Early E-types had a variety of distinctive styling features that complemented the elegance of their lines, though not all of them were practical
 
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The new E-type had understandably received rave reviews at the Geneva Auto Show in March 1961, so Jaguar Cars Inc. geared up for another public relations coup as the new model arrived in the U.S. The launch was accompanied by all the pomp and circumstance Jaguar and the auto show management could muster, an acknowledgement of the importance of the U.S. market. The New York International Auto Show was held in April 1961, and to say that the two cars shown-the roadster and fastback coupe-were the show sensations is an understatement. Six cars were sold within 30 minutes of the show's opening, and the E-type was an immediate hit. Owing to a lack of supply, it was some months before journalists were allowed to drive the E-type. The first Road & Track road test appeared in the September 1961 issue. Under the header "Sensational is the word for this Coventry Cat," the introduction read as follows: "If a new car ever created greater excitement around our office than the new Jaguar XKE, we can't remember it. And to sum up this car in the third sentence of a report may be unusual for us, but it is easy to do. The car comes up to, and exceeds, all our great expectations." The E-type offered here is an outstanding early example, built on January 26, 1962, and delivered to Mr. E. Lagerquist of East Crescent Ave. in Ramsey, NJ. Now offered by the fourth documented owner, it has traveled approximately 1,200 miles since its complete and thoroughly comprehensive restoration five years ago. The restoration file that accompanies the car totals approximately $95,000 in receipts and includes the original ID plate. This stunning car also comes with a jack, hammer, hood cover, original manual, recent service records and Jaguar-Daimler Heritage Trust Certificate. Showing virtually no signs of age, this Jaguar has been recently maintained and is in excellent order. The engine bay is well detailed and all mechanicals are fully operational and ready to go.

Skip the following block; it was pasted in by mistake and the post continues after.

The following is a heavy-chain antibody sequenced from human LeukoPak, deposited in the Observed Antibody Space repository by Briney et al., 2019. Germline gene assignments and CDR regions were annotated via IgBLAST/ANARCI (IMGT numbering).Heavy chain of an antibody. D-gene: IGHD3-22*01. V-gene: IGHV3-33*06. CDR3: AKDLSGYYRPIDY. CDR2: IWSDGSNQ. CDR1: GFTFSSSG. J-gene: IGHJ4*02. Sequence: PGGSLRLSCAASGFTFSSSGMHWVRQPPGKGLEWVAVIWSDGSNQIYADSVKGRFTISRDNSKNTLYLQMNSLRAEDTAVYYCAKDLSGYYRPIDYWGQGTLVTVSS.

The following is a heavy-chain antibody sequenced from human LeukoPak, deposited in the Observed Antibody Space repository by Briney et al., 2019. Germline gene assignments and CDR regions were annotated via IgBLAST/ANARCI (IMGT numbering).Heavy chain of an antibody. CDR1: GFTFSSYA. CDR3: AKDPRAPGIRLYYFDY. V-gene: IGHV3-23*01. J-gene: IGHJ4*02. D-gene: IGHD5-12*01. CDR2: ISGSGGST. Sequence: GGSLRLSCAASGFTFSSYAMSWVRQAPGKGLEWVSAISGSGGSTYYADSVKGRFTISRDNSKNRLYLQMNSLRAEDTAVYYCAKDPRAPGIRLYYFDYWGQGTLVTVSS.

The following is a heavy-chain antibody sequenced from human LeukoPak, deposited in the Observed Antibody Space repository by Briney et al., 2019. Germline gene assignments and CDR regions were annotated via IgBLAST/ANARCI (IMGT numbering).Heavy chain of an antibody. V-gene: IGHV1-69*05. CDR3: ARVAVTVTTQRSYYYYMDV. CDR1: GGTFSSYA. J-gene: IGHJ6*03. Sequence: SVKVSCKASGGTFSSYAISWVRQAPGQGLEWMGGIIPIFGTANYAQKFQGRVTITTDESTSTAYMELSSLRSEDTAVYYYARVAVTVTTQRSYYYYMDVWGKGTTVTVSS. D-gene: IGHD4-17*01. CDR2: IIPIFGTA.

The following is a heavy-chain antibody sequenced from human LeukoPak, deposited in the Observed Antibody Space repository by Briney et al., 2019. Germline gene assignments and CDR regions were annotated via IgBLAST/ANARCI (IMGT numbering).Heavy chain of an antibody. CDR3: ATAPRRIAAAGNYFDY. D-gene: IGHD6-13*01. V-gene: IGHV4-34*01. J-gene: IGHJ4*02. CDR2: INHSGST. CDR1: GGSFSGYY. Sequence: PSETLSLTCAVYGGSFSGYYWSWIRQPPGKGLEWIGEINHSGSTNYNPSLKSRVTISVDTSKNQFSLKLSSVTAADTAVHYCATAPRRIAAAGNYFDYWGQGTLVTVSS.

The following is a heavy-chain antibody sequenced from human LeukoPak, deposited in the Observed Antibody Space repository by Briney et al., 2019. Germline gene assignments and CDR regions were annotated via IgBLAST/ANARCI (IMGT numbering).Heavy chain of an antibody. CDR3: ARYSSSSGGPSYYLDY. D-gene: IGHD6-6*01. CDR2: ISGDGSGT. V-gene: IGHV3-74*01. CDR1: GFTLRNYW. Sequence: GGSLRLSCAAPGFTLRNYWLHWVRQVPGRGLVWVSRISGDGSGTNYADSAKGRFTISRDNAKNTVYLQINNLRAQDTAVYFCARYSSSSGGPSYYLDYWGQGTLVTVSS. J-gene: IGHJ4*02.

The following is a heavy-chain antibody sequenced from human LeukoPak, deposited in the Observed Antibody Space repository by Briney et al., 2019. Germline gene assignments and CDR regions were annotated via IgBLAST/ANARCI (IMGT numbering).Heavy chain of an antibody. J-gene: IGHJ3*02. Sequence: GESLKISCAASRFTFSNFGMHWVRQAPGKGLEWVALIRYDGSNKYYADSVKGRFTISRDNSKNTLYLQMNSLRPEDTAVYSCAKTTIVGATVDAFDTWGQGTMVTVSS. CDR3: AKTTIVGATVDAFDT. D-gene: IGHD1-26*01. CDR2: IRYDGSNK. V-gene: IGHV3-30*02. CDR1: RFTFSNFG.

SCM Analysis

Detailing

Vehicle:1962 Jaguar E-type Series I 3.8 convertible
Years Produced:1961-64
Number Produced:7,827
Original List Price:$5,595
SCM Valuation:$35,000-$55,000
Tune Up Cost:$500
Distributor Caps:$45
Chassis Number Location:ID plate on center of firewall
Engine Number Location:stamped on engine block above oil filter
Club Info:Jaguar Clubs of North America c/o Nelson Rath, 1000 Glenbrook, Anchorage, KY 40223
Website:http://www.jcna.com
Alternatives:1963-65 Porsche 356 SC cabriolet, 1953-63 AC Ace roadster
Investment Grade:B

This car sold for $82,250 at Christie’s Greenwich sale, held June 5, 2005.
Combining collectibility, performance, and style within a usable and (relatively) affordable package, the Jaguar E-type is one of the most desirable classic sports cars on the road. The 1962-64 3.8-liter Series I E-types, especially those in the open, two-seater body style, are among the most desirable variants of the model. To Jaguar cognoscenti, only the relatively rare 1961 E-types with flat floors and external bonnet latches have greater intrinsic value.
Though most of the powertrain was carried over from the last of the XK 150s-including the overhead-cam straight-six, with its three SU carburetors and four-speed transmission-the E-type chassis was all new, with independent rear suspension and inboard brakes that provided better handling on the road or the track than any production car of the time.
These early Series Is had a variety of distinctive styling features that complemented the elegance of their lines, though not all of them were practical. The small grille opening, accented with a simple chrome bar displaying the Jaguar “Growler” logo, has become has become an iconic Jaguar styling cue. Nevertheless, a larger opening would have produced fewer engine cooling problems.